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Calhoun Companies is pleased to share a series of excerpts from our book, A Simple Introduction to Selling Your Business. CEO Andy Kocemba has compiled content to help business sellers understand the process – everything from deciding if selling your business is a viable option to preparing for a sale and maximizing value for both parties. It’s based on the most common questions asked by sellers, and the insights gained through over 100 years in business and 1,000’s of successful transactions.
From the onset, one of the primary concerns of any business owner interested in selling is how to keep their actions confidential. They might say, “I don’t want my customers to know I’m thinking of selling,” or, “My employees can’t know what I’m planning.” While a business owner ultimately must be prepared for the word to hit the street, there are ways to manage the sale to maintain confidentiality as long as possible.
Any advertising on a business that is for sale should be “blind advertising.” The goal of blind advertising is always to drive inquiries, not to reveal the business. Ads should be written generically, stating the industry, approximate size of the business, and possibly general location, but nothing that would lead anyone to know specifically what business is for sale. Depending on the industry and number of similar businesses in the geographic area, some of these ads can be more specific than others, but always ask yourself, “Can someone tell who I am based on this ad?”
Confidentiality Agreements and Buyer Qualification
Once you are attracting the attention of potential buyers, it is imperative they sign a legally approved confidentiality agreement before any of your information is released to them. If your sale is being managed by a broker or mergers and acquisitions professional, this form will be signed before they even reveal the name of your company. This is also the time a buyer will be qualified to see if they have the means and the ability to buy your business. If not, there is no need to release any confidential information to them.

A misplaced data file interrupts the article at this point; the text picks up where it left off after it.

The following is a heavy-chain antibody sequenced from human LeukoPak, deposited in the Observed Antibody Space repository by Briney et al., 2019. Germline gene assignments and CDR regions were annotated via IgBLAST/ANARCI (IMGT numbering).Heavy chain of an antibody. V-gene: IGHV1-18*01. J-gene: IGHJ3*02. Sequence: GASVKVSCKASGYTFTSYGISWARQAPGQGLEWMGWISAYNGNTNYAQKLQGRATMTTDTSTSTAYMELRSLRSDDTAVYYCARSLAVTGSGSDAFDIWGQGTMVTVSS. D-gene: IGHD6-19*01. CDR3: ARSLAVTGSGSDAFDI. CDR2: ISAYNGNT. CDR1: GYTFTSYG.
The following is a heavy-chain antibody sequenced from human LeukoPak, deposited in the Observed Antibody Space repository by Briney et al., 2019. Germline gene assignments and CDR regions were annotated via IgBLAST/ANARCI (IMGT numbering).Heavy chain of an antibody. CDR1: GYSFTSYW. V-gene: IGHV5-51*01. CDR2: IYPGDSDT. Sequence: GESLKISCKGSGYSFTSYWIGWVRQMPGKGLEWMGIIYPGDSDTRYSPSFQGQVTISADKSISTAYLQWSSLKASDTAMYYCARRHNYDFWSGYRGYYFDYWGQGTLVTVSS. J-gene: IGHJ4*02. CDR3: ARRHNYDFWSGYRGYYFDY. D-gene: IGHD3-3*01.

Another note on qualification: work with your broker/M&A professional to talk about who the best buyer might be. In some industries, competitors and suppliers might be a perfect fit to buy your company. For other industries these would be the last people you would ever talk to. Deciding this from the beginning of the process can greatly assist in maintaining confidentiality.
Be Ready to Answer
Ultimately, customers and employees may start asking you if the business is for sale. This question may be innocent enough, so it is best to always have an answer ready for anyone that brings up the subject. My favorite strategy is to play it off in a lighthearted fashion. Responses such as, “Everything’s for sale for the right price,” or, “Did you bring your checkbook?” defuse the situation quickly and put the pressure back on the asker of the question to reveal their motives.
Manage the Process
A signed purchase agreement doesn’t mean the need for confidentiality is over. Make sure you and your buyer have a clear understanding of when employees will be told of the sale. While some key employees may need to be drawn into the process earlier on, it is generally best to wait as long as possible to tell employees a business is being sold, often sharing the news after closing the transaction. Until ownership is officially transferred, you never know what might happen, and a deal might fall apart. In that case, it is best employees and customers not be aware of the sale. Remember that maintaining confidentiality through the selling process is important, but it is not an all-or-nothing scenario.
These tips can help you maintain confidentiality by knowing what to share and say, and when. Brokers
and M&A professionals can guide you through this process and lead you to the best results.
By Andy Kocemba
President, Calhoun Companies
A graduate of Bethel University, Andy is energized by his daily interactions with the owners and entrepreneurs behind the Midwest’s thriving small business community. He has also written two books, providing a checklist of things to consider when buying or selling a business. Andy is a member of the International Business Brokers Association, M&A Source, Minnesota Chamber of Commerce, and serves on the board of the Better Business Bureau of Minnesota and North Dakota.